Defensive Tax Return Disclosures
Tuesday, January 15, 2019
Defensive tax return disclosures are made on Forms 8275 or 8275R, depending on whether the declared position is consistent or inconsistent with extant treasury regulations. However, the reason for filing defensive tax return disclosures goes beyond avoiding penalties associated with intentional disregard for rules and regulations. Preempting IRS deficiency notice presumptive correctness is a dominating consideration. This webcast explains.
This webcast involves Section 179 depreciation expense at the partnership level in a startup operation. Although not incorporated into this webcast, Dr. Jenkins wants to share his paper, "Why Section 179(b)(3)(A)'s Business Income Limitation Does Not Apply to Partnerships or S Corporations." The paper is currently in peer review at a university tax journal. Also, the ACPEN/BPN webcast based on this paper will be first aired during the week of <span class="aBn" data-term="goog_1864328383" style="border-bottom: 1px dashed rgb(204, 204, 204); position: relative; top: -2px; z-index: 0;" tabindex="0">September 25-29, 2017. Please be sure to look for that announcement and register for the webcast.
Forms 8725 and 8725R and Intentional Disregard of Rules and Regulation Penalties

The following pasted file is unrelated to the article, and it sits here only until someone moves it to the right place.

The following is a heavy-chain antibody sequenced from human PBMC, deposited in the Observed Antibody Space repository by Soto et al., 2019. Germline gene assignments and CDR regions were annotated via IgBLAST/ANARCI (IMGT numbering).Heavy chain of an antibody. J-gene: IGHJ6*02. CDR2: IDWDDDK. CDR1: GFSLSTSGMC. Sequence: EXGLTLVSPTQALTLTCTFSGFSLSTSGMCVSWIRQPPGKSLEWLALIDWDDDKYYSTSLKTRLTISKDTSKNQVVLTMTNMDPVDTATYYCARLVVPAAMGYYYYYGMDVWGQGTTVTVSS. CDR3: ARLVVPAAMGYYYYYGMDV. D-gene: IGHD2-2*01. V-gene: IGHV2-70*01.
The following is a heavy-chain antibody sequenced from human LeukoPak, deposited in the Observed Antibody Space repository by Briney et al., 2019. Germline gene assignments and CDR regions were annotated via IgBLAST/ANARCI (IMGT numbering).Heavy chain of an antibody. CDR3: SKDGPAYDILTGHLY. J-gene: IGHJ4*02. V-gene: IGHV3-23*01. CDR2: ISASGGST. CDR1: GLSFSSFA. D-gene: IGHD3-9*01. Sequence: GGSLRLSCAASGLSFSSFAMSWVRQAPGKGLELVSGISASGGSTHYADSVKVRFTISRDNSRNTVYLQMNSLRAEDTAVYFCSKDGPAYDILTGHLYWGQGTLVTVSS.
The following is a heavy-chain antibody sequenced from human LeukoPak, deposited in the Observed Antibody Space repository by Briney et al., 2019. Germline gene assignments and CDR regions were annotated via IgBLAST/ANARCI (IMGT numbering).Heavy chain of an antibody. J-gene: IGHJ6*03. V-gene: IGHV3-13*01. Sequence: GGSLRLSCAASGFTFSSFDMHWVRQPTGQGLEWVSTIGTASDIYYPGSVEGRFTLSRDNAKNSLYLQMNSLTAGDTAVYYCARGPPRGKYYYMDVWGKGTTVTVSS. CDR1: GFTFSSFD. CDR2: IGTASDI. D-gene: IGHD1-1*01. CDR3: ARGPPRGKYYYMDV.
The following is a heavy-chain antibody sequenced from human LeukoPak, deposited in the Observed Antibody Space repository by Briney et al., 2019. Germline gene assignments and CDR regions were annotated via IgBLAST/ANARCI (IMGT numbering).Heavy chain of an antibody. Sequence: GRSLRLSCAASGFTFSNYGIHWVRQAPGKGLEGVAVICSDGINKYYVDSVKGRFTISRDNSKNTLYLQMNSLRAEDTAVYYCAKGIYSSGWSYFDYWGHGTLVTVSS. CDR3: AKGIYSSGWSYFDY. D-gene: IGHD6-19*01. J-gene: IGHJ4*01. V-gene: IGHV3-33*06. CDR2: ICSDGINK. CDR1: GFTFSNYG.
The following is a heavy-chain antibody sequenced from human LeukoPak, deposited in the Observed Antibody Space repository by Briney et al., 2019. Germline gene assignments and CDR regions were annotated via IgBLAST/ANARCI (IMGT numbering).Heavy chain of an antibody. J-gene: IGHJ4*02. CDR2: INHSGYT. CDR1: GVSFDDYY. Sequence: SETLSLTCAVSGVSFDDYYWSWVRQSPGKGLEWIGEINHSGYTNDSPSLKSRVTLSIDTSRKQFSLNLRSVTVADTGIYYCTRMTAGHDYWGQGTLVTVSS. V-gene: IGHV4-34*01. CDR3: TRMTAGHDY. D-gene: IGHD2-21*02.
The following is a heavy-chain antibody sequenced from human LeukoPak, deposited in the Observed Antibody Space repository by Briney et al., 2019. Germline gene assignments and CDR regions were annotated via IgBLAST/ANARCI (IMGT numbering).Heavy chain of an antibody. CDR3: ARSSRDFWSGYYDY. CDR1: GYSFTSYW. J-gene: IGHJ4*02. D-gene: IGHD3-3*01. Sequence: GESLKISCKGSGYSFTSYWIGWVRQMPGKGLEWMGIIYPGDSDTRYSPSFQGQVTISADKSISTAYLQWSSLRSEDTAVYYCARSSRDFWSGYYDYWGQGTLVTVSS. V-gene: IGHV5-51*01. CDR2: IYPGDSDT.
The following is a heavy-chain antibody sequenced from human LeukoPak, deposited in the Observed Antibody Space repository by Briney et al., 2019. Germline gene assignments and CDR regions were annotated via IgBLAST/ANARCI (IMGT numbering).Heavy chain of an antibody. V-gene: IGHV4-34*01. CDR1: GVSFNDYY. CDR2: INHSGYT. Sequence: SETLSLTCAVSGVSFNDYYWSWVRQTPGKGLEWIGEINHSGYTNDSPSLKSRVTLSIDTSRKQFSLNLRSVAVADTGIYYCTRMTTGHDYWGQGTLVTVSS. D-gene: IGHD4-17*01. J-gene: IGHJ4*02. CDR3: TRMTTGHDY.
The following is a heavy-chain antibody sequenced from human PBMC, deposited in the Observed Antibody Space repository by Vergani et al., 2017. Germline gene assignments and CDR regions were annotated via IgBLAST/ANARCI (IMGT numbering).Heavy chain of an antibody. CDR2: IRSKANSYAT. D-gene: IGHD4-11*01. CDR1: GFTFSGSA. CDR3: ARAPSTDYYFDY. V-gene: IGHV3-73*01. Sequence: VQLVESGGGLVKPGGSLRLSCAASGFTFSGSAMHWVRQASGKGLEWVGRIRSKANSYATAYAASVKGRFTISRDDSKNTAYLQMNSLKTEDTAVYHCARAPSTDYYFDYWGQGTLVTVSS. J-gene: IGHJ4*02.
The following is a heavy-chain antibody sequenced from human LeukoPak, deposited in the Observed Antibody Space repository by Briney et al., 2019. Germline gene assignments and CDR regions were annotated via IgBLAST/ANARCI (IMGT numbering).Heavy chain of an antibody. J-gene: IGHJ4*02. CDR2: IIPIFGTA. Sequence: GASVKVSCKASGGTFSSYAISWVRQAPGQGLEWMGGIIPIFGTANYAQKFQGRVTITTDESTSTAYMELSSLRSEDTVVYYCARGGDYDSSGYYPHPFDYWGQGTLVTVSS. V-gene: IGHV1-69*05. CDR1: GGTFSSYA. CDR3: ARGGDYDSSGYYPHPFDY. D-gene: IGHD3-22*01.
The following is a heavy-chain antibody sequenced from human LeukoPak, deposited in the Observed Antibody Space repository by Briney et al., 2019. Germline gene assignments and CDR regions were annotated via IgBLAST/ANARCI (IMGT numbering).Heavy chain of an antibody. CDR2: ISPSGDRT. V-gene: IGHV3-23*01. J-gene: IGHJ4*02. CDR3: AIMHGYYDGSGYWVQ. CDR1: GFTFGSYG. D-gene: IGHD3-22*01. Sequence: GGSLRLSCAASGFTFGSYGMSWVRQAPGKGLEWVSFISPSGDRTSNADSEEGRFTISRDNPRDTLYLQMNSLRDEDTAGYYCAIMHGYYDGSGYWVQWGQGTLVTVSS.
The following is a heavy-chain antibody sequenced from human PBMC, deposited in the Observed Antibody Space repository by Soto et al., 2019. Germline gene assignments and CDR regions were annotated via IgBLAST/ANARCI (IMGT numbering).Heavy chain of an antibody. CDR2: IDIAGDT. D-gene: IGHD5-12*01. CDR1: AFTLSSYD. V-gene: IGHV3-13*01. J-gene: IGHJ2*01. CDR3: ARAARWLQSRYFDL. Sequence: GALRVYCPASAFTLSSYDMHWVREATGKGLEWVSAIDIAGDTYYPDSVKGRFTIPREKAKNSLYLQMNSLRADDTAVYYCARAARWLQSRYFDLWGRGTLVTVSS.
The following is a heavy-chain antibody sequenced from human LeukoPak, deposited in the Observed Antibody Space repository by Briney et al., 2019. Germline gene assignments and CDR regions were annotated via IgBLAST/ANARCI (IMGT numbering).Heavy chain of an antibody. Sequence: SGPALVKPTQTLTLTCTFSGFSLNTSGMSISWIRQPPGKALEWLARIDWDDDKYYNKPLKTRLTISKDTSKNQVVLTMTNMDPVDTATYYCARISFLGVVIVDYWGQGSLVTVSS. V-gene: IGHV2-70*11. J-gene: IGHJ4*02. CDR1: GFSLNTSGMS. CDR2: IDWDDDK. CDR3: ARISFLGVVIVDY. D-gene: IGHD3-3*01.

Affirmative Equitable Defenses
Preempting IRS Deficiency Notice Presumptive Correctness
*Recognize important differences in correctly filing Forms 8725 and 8725R
*Recognize equitable tax doctrine application can correctly set aside black letter law targeted benefits
*Recognize why it is important to correctly rebut the IRS presumption of correctness when filing client tax returns
*Recognize properly prepared affidavits and incorporated exhibits amount to defensive tax return disclosures that correctly reduce IRS controversies to questions of law
*Forms 8725 and 8725R
*Penalties associated with intentional disregard of rules and regulations
*Equitable Tax Doctrines
*IRS deficiency notice presumptive correctness
*Preparing defensive tax return disclosures